Nigeria deploys troops in oil-rich Bayelsa

The deployment follows annulled election results and reports of a rise in pirate attacks in the Niger Delta region.

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Nigeria deployed troops in the southern state of Bayelsa on Tuesday after a court annulled the local election of its governor because of alleged irregularities.

This comes as ongoing instability in the oil-rich region appears to be broadening to the waters around the Niger Delta, with a report this week citing the region as a hot spot for pirate activity. The reported rise of militant activity in recent years has cut the country's petroleum production by about 20 percent. That's helped send oil prices to all-time highs, analysts say.

Judge Saka Ibiyeye quashed the election of Bayelsa Gov. Timipre Sylva of the ruling People's Democratic Party (PDP) Tuesday, saying that Mr. Sylva failed to produce an authentic results sheet and could not prove an election for governor actually took place. After the court ruling, Reuters reports that soldiers were sent to the capital of Bayelsa state.

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Violence flared after elections in 2003 and 2007. This week's revoked election results were the 10th in recent history, reports the BBC.

The deployment also followed reports of militant youths occupying a Royal Dutch Shell oil installation in Bayelsa last week, shutting down its production of 5,000 barrels a day. After the militants ended their occupation of the facility, Voice of America quoted a state government spokesman, who said that the protests were triggered by the company's "inability" to honor the terms of a memorandum of understanding for relations with the local community. Government officials said the raid was not an indication of widespread unrest.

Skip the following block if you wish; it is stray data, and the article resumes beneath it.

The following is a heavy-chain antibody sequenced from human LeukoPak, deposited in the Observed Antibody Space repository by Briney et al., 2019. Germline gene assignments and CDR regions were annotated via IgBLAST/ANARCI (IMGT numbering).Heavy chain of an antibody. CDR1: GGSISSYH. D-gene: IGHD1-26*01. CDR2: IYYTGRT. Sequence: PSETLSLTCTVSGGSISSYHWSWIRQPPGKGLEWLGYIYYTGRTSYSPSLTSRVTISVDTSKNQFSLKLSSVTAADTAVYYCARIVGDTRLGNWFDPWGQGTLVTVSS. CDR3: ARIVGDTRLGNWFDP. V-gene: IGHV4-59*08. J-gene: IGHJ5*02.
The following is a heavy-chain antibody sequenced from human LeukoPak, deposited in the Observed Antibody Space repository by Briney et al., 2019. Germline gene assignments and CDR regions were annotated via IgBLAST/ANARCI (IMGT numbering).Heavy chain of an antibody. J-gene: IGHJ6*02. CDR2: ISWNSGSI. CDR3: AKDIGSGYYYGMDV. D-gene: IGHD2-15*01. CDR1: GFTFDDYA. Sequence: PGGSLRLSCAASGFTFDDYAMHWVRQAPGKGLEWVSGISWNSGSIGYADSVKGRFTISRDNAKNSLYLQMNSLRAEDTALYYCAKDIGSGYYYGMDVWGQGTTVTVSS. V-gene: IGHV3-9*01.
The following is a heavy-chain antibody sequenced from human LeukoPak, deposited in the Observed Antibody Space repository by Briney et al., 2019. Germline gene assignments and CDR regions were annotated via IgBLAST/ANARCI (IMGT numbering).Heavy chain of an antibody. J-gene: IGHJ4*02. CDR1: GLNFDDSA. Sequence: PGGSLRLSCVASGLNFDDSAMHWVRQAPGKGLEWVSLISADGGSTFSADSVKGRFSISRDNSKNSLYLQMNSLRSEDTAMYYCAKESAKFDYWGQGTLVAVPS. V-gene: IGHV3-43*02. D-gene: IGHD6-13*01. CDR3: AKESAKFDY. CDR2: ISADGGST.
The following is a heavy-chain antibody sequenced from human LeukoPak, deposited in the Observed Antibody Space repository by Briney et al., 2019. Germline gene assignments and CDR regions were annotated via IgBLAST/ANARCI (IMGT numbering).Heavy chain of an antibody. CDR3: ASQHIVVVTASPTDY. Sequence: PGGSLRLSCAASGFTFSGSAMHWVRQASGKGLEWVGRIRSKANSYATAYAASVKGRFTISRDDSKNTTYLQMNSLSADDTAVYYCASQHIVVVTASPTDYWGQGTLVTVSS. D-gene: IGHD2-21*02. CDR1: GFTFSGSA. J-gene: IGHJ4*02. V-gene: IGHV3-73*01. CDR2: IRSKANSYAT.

Although Nigeria, which is the world's eighth-largest oil producer, moved toward democracy with civilian elections in 1999, corruption is widespread and rebels continue fighting in the south. The apparent aim of many of the rebel groups: That a greater share of oil revenues be spent on local services.

Oil companies there continue to ward off attacks on facilities and the kidnappings of oil workers. Gangs and militant groups appear to have become more organized in recent years and are often inextricably linked with politicians and ethnic leaders, reported The Economist in 2007:

News of the troops deployment in the region also followed a report this week on the rise of pirate attacks by the maritime watchdog organization, the ICC International Maritime Bureau, the Associated Press reports.

A map of the attacks can be found here.

The Christian Science Monitor noted a series of pirate attacks in the Niger Delta coast in March this year:

There is little corroboration for past claims of an Al Qaeda presence or terrorist plot in the country, reports the BBC. But other militant groups showed indication in 2006 of increasing sophistication, reported The Christian Science Monitor. That includes the Movement for the Emancipation of the Niger Delta (MEND).

Reuters adds:

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